Originally published on The Huffington Post
“I had the dream again last night,” a client tells me with a slight tone of shame in her voice. “You know, the dream where I’m having sex with my ex. Every time I have that dream I wake up feeling horribly guilty. Here I am in bed with my partner and I’ve practically had sex with my ex. And it was good sex, too. What does this mean? Does it mean I’m still in love with my ex and I don’t really love my partner?”
That would be the most obvious and understandable interpretation, especially when the client describes that when she wakes up she’s filled with longing for the ex. She says it will usually take her about ten minutes to pull herself out of the magnetic dream state and remind herself that she’s not actually with her ex. And then it’s a hard thud down to the reality that her everyday feelings for her partner could never compete with the ecstatic and consuming feelings in the dream.
I invite you to pause here to ask yourself what you’re thinking: Are you thinking that she’s with the wrong guy, that if she were really in love with her partner then she wouldn’t be having these dreams about her ex, that the dream is a message that she’s unfulfilled sexually by her partner and a harbinger that her marriage is doomed to fail? Or do you understand that dreams are signposts to the soul and that the images in dreams are metaphors for aspects of oneself that need attention?
I’m guessing you’re thinking the first, as it’s the most logic and obvious interpretation. But here’s the clincher: Dreams aren’t logical! Have you ever had a dream that all of your teeth fell out? Was the dream a sign that your teeth were about to fall out? Not likely. Or how about the archetypal dream that you’re walking around the supermarket in your underwear? A sign that you’re going to forget to get dressed that day? I don’t think so. We generally understand that dreams are bizarre, illogical, and sometimes downright absurd, yet why are we so quick to assume the obvious and logical interpretation about an engaged woman’s dream about having sex with her ex?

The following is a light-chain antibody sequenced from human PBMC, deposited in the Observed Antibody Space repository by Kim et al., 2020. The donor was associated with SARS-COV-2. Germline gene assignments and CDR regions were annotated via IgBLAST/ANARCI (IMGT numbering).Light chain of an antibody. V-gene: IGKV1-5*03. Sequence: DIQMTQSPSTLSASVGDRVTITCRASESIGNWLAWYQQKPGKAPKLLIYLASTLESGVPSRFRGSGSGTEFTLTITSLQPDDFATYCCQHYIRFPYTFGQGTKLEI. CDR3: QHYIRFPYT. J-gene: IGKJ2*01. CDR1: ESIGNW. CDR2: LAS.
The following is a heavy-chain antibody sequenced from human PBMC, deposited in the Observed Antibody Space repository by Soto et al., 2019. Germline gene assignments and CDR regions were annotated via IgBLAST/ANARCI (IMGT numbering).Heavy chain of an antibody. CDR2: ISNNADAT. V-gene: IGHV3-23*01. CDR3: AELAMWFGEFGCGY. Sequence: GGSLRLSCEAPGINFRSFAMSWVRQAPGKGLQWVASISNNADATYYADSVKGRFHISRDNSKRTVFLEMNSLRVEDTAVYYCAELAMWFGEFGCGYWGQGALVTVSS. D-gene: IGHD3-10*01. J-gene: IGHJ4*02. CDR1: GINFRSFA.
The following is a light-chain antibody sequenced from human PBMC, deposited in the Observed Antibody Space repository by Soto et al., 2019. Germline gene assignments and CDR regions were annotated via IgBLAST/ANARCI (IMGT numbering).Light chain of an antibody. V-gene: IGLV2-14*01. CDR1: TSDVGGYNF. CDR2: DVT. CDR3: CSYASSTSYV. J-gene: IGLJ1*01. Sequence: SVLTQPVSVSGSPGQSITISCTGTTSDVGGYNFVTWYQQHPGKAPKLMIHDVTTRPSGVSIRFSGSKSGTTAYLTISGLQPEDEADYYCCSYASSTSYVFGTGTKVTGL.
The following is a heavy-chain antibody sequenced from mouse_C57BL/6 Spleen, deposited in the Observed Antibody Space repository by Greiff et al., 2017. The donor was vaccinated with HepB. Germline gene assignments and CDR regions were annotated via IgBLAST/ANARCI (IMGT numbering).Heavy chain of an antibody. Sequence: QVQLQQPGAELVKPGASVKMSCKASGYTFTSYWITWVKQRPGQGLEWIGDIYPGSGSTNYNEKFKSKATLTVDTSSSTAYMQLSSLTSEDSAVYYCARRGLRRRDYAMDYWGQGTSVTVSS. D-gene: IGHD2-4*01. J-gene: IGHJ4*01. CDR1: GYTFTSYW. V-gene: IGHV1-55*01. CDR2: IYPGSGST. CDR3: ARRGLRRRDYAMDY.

I now invite you to suspend your attachment to the logical interpretation and go along for a ride on the wings of Jungian dream interpretation. From a Jungian perspective, sex dreams have nothing to do with sex at all and everything to do with expressing the soul’s journey toward wholeness and uniting with the underdeveloped aspects of ourselves. According to Jung, when a woman dreams about having sex with a man it’s an indication that she’s needing to connect with the masculine aspect of herself, referred to as the animus. Likewise, a man’s inner feminine is his anima, also known as his muse or siren. When we connect with this opposing energies inside of ourselves, we’re also connecting to our creativity and spirituality.
Because of our cultural obsession with romance, we immediately understand sex dreams as indicators of actual urges toward the opposite sex instead of symbols of inner needs or drives. As Robert Johnson writes in We: Understanding the Psychology of Romantic Love:
“Romantic love is the single greatest energy system in the Western psyche. In our culture is has supplanted religion as the arena in which men and women seek meaning, transcendence, wholeness, and ecstasy.” p. xi
And on anima (for men) and animus (for women):